NewsIn Depth


Hayden Flour Mill paved the way for Valley cities to flourish

Tempe mill.jpg
Posted at 11:00 AM, Aug 30, 2022
and last updated 2022-08-31 09:03:48-04

TEMPE — One of the oldest buildings in Tempe tells the story of how Tempe became the city it is today and also paved the way for other industries and opportunities to thrive in the Valley.

If you’re standing at Mill Avenue and Rio Salado Parkway in Tempe, look in any direction and you’ll see plenty that’s new.

If you ask historian John Southard, he’ll tell you, you don’t get Tempe if you don’t first have the Hayden Flour Mill.

Legend has it, that in the 1870s, Connecticut businessman Charles Hayden came up from Tucson on his way to Prescott. He climbed to the top of a butte, looked down at what is now the area of Mill Avenue and Rio Salado Parkway, and said, “What an opportunity here.”

By 1874, Hayden faced the challenge of having parts shipped in to build the first mill to provide a much-needed service for local farmers in the area - milling their grain into flour.

“This is something that really helped demonstrate the economic potential of the Salt River Valley. This is something that tells the story of Tempe,” he said

When Charles Hayden passed in 1900, he left the mill to his son Carl Hayden.

Then in 1917, Carl sought to rebuild the mill with poured concrete to make the mill as fire-resistant as possible.

”Mills and silos are prone to fires and explosions... that’s precisely what happened. Builders wanted to make sure that didn’t happen and here we are 100 years later and it is standing,” said Southard.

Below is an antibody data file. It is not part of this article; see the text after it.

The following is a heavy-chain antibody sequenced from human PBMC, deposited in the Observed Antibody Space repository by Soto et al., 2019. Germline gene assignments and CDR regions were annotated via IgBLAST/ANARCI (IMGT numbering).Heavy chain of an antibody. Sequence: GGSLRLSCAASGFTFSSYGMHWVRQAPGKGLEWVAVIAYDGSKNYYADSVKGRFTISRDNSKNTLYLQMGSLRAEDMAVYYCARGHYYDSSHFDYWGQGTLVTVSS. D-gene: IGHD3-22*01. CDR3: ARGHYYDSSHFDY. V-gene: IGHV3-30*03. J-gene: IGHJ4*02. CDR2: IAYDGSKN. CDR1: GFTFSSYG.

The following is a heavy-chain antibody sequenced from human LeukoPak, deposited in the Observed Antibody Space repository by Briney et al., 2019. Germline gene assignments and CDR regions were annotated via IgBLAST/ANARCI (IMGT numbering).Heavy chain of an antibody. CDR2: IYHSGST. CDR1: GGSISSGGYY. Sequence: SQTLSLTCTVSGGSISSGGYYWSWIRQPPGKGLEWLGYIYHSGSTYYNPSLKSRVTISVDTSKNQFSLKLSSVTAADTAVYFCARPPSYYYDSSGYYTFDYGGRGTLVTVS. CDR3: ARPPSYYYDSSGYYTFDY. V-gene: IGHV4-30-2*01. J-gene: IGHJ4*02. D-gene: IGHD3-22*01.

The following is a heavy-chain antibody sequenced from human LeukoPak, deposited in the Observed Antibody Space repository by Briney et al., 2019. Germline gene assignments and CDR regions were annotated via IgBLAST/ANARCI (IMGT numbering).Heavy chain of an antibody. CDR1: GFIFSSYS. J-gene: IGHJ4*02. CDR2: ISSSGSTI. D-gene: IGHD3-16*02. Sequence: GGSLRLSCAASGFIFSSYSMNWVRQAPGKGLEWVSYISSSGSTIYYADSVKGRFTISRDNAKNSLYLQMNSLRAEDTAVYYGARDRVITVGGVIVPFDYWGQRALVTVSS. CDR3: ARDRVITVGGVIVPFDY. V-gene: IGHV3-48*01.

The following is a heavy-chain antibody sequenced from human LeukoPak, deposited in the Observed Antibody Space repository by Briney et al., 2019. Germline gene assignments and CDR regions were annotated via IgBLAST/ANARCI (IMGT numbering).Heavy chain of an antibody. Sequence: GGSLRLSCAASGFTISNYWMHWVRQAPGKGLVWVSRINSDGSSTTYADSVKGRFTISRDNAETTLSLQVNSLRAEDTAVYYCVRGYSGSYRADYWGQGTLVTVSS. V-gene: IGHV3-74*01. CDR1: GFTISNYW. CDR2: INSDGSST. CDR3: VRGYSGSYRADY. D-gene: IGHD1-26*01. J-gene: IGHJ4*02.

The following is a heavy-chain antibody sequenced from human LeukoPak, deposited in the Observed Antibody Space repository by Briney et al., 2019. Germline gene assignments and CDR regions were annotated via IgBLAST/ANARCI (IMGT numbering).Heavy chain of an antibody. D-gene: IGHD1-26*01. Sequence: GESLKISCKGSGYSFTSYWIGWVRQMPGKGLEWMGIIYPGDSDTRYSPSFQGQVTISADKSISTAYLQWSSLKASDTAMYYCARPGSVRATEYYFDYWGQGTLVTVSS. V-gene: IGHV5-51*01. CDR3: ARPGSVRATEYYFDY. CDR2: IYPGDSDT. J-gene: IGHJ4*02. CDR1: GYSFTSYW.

Carl Hayden went on to have a long tenure in Congress as he is known as Arizona’s first senator. He served until 1969.

He helped start the Central Arizona Project which provides most of the state’s water.

“A great deal of the water we drink today is thanks to the efforts of Senator Hayden,” he said

Charles Hayden’s wife, Sallie, fought for women’s equality as a suffragist.

Next time you drive by the still-standing silos along the Salt River, know this flour mill stands for much more than an old building that predates much of the new development around it.

“From prehistoric times to the present, this was a place for commerce,” said Southard.

What’s next for the Hayden Flour Mill isn’t quite clear, but in February of this year, Tempe started negotiations with builders to redevelop the site.